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Each month, receive tips on the top jobs needed in your garden as well as a wealth of information on a range of gardening topics. From sowing seeds to picking fruit, each month get access to information on the care and maintenance of your flowerbeds, vegetable plot and lawn. As with your own gardening diary, the journal is split into separate sections, each covering a different area of garden care.

Monday, 3 April 2017

The Lawn Care Guide - April

You could be cutting it a bit fine

By now you have probably mown the lawn a couple of times or more, weather permitting, and that will have exposed areas that need some treatment or repair. Incorrect mowing can be a cause of problems so remember the rule: the higher the height of cut, the healthier the grass will be.

Aerating by hand or machine will help the soil drain freely and break up winter compaction, getting air to the grass roots and helping the soil to warm up and promote new growth. It’s more than likely the winter will have produced moss growth so now’s the time to treat it, along with the weeds. You may choose a product such as Evergreen 4-in-one or you can use a selective weed killer and a biological moss killer/fertiliser that leaves no black residue to rake out.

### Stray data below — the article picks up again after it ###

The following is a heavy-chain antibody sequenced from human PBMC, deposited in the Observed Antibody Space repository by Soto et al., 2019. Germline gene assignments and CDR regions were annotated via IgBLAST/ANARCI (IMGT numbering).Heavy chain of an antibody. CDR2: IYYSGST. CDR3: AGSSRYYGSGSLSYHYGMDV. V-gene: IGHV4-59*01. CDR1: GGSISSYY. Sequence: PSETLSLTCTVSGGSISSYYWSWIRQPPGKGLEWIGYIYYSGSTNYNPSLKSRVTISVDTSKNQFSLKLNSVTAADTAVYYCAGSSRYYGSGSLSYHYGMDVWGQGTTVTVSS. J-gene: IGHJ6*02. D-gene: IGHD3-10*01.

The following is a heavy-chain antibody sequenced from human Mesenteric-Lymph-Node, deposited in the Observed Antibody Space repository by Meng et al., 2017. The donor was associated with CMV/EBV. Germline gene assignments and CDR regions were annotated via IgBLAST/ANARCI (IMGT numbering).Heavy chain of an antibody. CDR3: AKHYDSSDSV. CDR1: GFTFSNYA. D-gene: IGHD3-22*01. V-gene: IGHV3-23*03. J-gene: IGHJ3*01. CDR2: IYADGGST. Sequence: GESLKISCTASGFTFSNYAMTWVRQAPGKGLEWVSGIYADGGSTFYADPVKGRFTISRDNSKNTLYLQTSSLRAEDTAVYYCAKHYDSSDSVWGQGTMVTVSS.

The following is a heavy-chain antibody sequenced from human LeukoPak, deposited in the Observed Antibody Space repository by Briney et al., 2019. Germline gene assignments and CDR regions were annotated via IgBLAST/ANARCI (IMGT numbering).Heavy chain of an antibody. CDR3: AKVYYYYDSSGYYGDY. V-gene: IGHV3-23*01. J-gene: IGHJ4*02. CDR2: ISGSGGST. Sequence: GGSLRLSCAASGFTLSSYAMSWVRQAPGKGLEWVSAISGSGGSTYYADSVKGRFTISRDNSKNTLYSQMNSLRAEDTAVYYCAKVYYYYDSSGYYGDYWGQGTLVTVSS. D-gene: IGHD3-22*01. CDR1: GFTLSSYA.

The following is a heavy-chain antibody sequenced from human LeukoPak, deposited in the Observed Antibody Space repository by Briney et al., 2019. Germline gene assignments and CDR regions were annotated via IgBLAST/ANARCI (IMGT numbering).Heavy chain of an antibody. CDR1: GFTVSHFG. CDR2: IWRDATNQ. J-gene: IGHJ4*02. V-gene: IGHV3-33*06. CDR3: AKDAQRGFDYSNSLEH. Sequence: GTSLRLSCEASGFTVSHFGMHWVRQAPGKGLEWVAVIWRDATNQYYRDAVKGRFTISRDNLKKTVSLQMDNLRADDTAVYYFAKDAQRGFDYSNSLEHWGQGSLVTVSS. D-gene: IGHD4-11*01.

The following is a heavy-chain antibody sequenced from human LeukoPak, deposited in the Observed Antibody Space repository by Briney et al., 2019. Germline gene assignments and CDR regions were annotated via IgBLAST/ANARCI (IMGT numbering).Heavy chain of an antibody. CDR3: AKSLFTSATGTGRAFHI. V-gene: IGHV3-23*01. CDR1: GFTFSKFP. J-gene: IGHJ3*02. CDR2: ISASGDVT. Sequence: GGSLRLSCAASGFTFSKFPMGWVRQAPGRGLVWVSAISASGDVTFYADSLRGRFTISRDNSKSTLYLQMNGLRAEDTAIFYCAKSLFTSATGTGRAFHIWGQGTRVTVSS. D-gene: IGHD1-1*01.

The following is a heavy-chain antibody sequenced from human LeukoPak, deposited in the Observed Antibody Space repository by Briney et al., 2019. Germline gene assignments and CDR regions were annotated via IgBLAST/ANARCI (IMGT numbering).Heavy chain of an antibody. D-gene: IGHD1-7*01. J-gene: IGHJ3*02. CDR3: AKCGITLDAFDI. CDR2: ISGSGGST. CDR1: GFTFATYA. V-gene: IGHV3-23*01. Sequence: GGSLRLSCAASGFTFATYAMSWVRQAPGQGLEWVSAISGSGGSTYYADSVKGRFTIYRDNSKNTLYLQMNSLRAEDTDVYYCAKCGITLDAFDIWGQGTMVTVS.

Where grass has become thin and sparse it may be as a result of starvation, poor aeration or areas shaded by trees. If you can cut back branches to let in the light, now is the time, along with trimming back any overhanging bushes. Where there are bare patches, overseed with a good grass seed and choose a seed that is also suitable for shaded areas if you have them. Where you have used a 4-in-one treatment you will need to rake out the dead thatch and moss and you may need to overseed those areas as well.

Mow the lawn as the growth requires and lower the cutting height on the mower or cutting deck on the garden tractor, as the season progresses. About the middle of the month is a good time to apply a lawn fertilizer if you have a healthy lawn and did not need the thatch and moss treatment. Don’t use a fertilizer with high levels of Nitrogen and water after application if there’s no rain. Most lawns will benefit from one application of a complete fertilizer dressing, either in spring or autumn but if the lawn is subject to high wear and tear then probably spring and autumn applications will be needed. Some grasses, such as fine leaved fescues need little fertilizer but grass with a high percentage of rye or bent grasses may need more frequent applications.


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